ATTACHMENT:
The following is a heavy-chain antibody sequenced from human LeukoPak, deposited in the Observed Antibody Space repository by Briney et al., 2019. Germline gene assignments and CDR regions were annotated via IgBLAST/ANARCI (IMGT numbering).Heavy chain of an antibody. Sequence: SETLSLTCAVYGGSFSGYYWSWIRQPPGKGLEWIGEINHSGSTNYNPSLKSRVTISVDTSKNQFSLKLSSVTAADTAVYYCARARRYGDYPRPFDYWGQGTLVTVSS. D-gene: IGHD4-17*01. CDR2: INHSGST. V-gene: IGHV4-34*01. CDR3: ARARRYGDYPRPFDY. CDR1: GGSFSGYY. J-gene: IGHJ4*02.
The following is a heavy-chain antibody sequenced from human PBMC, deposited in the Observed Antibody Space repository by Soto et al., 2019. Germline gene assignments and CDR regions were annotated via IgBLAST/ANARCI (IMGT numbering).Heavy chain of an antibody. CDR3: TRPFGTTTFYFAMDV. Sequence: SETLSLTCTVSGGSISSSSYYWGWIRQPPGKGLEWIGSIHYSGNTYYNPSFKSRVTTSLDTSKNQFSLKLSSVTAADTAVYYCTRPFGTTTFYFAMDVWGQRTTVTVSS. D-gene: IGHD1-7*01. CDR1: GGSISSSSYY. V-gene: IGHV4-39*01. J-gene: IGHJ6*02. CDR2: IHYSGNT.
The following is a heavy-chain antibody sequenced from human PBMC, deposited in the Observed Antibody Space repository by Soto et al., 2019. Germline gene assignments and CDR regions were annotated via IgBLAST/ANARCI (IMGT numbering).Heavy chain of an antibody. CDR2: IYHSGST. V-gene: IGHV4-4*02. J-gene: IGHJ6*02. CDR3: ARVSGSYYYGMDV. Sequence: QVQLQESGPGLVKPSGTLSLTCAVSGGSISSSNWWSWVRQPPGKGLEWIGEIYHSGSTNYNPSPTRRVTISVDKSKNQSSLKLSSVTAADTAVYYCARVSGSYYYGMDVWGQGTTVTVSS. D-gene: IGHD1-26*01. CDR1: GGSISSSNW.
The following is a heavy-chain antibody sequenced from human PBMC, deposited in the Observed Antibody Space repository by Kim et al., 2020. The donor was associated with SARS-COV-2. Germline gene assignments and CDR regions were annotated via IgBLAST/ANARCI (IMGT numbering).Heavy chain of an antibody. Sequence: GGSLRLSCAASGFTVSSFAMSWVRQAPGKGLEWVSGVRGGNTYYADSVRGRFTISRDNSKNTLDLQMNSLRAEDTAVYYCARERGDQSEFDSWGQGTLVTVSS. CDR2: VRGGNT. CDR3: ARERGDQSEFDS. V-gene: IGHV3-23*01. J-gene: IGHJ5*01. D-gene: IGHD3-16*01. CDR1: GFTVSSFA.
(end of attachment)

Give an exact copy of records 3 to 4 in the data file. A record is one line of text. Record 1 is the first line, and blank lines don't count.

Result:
The following is a heavy-chain antibody sequenced from human PBMC, deposited in the Observed Antibody Space repository by Soto et al., 2019. Germline gene assignments and CDR regions were annotated via IgBLAST/ANARCI (IMGT numbering).Heavy chain of an antibody. CDR2: IYHSGST. V-gene: IGHV4-4*02. J-gene: IGHJ6*02. CDR3: ARVSGSYYYGMDV. Sequence: QVQLQESGPGLVKPSGTLSLTCAVSGGSISSSNWWSWVRQPPGKGLEWIGEIYHSGSTNYNPSPTRRVTISVDKSKNQSSLKLSSVTAADTAVYYCARVSGSYYYGMDVWGQGTTVTVSS. D-gene: IGHD1-26*01. CDR1: GGSISSSNW.
The following is a heavy-chain antibody sequenced from human PBMC, deposited in the Observed Antibody Space repository by Kim et al., 2020. The donor was associated with SARS-COV-2. Germline gene assignments and CDR regions were annotated via IgBLAST/ANARCI (IMGT numbering).Heavy chain of an antibody. Sequence: GGSLRLSCAASGFTVSSFAMSWVRQAPGKGLEWVSGVRGGNTYYADSVRGRFTISRDNSKNTLDLQMNSLRAEDTAVYYCARERGDQSEFDSWGQGTLVTVSS. CDR2: VRGGNT. CDR3: ARERGDQSEFDS. V-gene: IGHV3-23*01. J-gene: IGHJ5*01. D-gene: IGHD3-16*01. CDR1: GFTVSSFA.